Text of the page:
Canonical has released a version of its open source Linux-based operating system at Black Hat Europe 2016 that is designed specifically for controlling and maintaining Internet of Things (IoT) smart devices.

On 21 October, multiple popular websites on the internet were taken offline for several hours by a giant distributed denial of service (DDoS) attack on the internet which was carried out by the Mirai botnet. Comprising millions of hacked IoT devices like routers and web-enabled cameras, in the last month the botnet also took French web host OVH offline, as well as attacking the website of security journalist Brian Krebs with a sustained record-breaking 665 Gbps DDoS attack.

Canonical CEO Jane Silber says that Ubuntu Core 16 was developed in order to deal with all the problems that led up to the Mirai botnet, which include: device makers failing to secure their devices; device makers shipping devices with default passwords that consumers don't bother to change; and device makers who made their own custom versions of Linux, and then had no way to update them or to patch them when security issues arise.

"Those one-off Linuxes are just as scary as [the devices shipped with] default passwords. Right now, we estimate that 70% of IoT devices are homemade, so that likely means that at least of 70% of them are insecure. Device manufacturers hack together Linux because it's there, it's available and it's what the developers are used to," Silber told IBTimes UK.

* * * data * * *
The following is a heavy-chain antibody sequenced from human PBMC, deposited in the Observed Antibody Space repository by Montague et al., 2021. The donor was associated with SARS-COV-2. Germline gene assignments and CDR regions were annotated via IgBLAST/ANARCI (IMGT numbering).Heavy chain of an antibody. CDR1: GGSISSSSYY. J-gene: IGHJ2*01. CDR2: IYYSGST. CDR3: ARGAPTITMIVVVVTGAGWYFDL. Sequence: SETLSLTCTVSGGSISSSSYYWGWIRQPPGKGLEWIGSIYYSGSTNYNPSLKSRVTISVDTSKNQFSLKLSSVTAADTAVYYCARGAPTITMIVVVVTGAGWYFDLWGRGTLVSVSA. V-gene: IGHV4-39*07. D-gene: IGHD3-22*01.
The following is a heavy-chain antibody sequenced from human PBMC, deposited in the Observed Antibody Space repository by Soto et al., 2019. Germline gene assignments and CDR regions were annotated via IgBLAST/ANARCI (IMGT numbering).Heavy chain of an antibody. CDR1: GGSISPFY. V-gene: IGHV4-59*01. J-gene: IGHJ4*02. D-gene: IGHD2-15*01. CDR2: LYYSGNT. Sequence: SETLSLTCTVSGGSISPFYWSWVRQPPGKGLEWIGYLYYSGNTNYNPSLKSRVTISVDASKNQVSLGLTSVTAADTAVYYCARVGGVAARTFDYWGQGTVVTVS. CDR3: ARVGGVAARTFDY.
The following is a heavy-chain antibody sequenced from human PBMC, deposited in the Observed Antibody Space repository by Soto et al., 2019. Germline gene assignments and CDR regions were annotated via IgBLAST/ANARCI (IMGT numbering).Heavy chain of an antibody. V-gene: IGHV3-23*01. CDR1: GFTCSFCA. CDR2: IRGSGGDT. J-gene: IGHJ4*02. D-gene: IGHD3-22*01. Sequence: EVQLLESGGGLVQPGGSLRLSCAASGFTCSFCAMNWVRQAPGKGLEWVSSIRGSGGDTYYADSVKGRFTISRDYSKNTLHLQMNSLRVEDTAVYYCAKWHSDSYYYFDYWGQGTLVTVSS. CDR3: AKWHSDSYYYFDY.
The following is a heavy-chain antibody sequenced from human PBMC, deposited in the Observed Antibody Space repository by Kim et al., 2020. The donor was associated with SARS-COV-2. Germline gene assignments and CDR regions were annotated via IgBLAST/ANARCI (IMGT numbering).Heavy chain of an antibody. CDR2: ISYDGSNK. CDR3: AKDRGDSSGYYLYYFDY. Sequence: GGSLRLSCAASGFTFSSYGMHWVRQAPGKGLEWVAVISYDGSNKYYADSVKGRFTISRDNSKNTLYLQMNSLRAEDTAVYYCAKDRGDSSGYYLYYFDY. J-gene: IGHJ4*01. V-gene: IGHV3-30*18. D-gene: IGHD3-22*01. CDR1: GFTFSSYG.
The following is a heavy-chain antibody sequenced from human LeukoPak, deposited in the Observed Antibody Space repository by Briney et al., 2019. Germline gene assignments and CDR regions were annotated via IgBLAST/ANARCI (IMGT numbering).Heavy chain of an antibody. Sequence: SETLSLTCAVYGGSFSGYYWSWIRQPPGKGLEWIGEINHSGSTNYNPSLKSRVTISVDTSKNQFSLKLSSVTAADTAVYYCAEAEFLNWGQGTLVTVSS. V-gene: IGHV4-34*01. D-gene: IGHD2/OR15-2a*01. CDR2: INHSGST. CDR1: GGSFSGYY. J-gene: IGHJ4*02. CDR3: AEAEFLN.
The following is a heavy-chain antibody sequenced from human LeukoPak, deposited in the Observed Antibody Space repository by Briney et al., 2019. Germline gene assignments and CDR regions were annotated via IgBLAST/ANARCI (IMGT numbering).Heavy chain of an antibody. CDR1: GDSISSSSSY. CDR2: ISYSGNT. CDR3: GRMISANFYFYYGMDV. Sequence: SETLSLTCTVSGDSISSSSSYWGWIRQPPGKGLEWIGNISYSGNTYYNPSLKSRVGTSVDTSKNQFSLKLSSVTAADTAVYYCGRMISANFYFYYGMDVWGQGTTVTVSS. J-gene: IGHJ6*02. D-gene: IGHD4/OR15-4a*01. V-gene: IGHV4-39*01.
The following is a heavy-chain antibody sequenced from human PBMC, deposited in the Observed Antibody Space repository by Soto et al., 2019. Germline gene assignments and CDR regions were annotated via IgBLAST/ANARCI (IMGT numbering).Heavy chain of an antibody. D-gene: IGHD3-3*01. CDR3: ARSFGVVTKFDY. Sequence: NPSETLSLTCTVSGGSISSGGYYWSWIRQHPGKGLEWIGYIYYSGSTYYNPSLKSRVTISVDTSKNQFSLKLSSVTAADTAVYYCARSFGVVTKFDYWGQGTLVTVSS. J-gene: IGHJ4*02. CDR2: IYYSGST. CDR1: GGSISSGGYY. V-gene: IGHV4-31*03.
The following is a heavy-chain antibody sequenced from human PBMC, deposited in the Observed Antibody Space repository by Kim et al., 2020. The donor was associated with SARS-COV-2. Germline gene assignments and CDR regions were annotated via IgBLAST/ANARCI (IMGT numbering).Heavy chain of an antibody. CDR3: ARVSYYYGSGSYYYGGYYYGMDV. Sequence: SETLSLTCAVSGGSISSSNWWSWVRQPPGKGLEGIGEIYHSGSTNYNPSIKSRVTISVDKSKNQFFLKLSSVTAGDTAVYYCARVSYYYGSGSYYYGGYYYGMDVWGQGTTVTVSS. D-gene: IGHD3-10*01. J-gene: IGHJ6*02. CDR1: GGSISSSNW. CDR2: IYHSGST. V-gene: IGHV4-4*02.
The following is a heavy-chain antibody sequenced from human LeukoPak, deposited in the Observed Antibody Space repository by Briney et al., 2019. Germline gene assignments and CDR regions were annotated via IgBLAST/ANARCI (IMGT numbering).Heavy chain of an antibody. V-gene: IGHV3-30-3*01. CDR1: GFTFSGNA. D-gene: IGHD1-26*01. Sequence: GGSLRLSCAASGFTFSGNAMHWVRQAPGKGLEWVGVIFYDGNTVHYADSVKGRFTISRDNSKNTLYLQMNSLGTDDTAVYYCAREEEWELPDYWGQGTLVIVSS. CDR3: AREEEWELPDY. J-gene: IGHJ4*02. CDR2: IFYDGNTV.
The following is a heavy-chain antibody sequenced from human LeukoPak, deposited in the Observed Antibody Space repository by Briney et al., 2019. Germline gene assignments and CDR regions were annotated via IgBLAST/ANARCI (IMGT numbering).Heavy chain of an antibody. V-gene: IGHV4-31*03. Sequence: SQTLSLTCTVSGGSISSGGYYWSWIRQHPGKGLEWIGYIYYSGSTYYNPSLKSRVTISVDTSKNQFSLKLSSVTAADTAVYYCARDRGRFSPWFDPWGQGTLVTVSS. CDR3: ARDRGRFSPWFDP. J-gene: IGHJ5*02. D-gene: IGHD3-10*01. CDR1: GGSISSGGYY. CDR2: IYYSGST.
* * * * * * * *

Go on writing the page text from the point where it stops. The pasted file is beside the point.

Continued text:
"The device manufacturer might be able to make it work once, but they don't have the expertise to keep it secure and keep updating it."

Ubuntu Core 16 is a small transactional version of the Ubuntu operating system that ensures that IoT devices stay secure and instantly controllable by their manufacturers. The operating system is already in use in robots, drones, digital signage, radio access networks, home and industrial gateways, and top-of-rack switches.

"The devices will be able to update themselves whenever a new patch is available. Even if a device manufacturer goes out of business, the device can still continue to get updates. Ubuntu core devices wouldn't become zombies – we would continue to update Ubuntu Core and the updates will be sent over the air," she added.

Ubuntu Core 16 also makes use of a packaging ability called Snaps, which enables each piece of software to be contained in a secure, tamper-proof package that is signed by software developer that produced it. If anything goes wrong with an update, the manufacturer can quickly undo the update and roll back to an earlier state.

"When you think about all the IoT devices in industrial settings or the homes that don't have screens, you need to have a way to easily update them," said Silber.

"The spectre of IoT security problems is rising now, but it wasn't at the front of their minds before. Usually companies just want to get the devices out now. We're also finding it to that many did it themselves the first time, and now they don't want to put their resources into that. The OS is frankly something you want to be as standard as possible, and that's what Ubuntu is."

Ubuntu Core 16 is available to download for free. Canonical also offers a set of services to device manufacturers, such as a white label app store so companies can build their own ecosystem of apps to go with their product.